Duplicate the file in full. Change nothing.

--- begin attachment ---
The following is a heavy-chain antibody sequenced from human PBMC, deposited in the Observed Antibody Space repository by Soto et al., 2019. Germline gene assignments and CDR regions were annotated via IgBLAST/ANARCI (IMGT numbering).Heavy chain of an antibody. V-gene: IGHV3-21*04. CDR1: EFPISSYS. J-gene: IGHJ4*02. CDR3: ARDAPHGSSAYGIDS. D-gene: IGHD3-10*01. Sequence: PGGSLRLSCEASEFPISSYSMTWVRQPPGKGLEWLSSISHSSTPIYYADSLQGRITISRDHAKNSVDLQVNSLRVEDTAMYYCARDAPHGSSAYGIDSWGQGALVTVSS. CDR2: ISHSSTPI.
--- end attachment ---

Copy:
The following is a heavy-chain antibody sequenced from human PBMC, deposited in the Observed Antibody Space repository by Soto et al., 2019. Germline gene assignments and CDR regions were annotated via IgBLAST/ANARCI (IMGT numbering).Heavy chain of an antibody. V-gene: IGHV3-21*04. CDR1: EFPISSYS. J-gene: IGHJ4*02. CDR3: ARDAPHGSSAYGIDS. D-gene: IGHD3-10*01. Sequence: PGGSLRLSCEASEFPISSYSMTWVRQPPGKGLEWLSSISHSSTPIYYADSLQGRITISRDHAKNSVDLQVNSLRVEDTAMYYCARDAPHGSSAYGIDSWGQGALVTVSS. CDR2: ISHSSTPI.